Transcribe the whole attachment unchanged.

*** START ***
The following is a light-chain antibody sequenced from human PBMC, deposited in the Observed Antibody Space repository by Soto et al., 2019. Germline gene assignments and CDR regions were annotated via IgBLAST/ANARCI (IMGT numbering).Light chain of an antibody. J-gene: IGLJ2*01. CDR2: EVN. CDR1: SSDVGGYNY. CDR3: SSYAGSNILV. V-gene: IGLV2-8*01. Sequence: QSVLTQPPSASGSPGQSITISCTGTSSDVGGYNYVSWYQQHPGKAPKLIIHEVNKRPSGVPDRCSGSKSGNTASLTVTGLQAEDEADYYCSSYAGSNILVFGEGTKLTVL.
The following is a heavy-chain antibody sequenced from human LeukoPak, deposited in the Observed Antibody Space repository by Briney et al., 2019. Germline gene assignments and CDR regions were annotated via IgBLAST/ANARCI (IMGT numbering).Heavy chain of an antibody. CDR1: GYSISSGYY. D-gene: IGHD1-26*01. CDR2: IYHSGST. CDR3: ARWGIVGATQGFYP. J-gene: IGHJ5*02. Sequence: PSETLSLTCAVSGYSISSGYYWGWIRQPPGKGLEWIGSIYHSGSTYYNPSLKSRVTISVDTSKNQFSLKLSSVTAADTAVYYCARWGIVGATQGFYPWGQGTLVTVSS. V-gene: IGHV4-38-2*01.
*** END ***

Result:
The following is a light-chain antibody sequenced from human PBMC, deposited in the Observed Antibody Space repository by Soto et al., 2019. Germline gene assignments and CDR regions were annotated via IgBLAST/ANARCI (IMGT numbering).Light chain of an antibody. J-gene: IGLJ2*01. CDR2: EVN. CDR1: SSDVGGYNY. CDR3: SSYAGSNILV. V-gene: IGLV2-8*01. Sequence: QSVLTQPPSASGSPGQSITISCTGTSSDVGGYNYVSWYQQHPGKAPKLIIHEVNKRPSGVPDRCSGSKSGNTASLTVTGLQAEDEADYYCSSYAGSNILVFGEGTKLTVL.
The following is a heavy-chain antibody sequenced from human LeukoPak, deposited in the Observed Antibody Space repository by Briney et al., 2019. Germline gene assignments and CDR regions were annotated via IgBLAST/ANARCI (IMGT numbering).Heavy chain of an antibody. CDR1: GYSISSGYY. D-gene: IGHD1-26*01. CDR2: IYHSGST. CDR3: ARWGIVGATQGFYP. J-gene: IGHJ5*02. Sequence: PSETLSLTCAVSGYSISSGYYWGWIRQPPGKGLEWIGSIYHSGSTYYNPSLKSRVTISVDTSKNQFSLKLSSVTAADTAVYYCARWGIVGATQGFYPWGQGTLVTVSS. V-gene: IGHV4-38-2*01.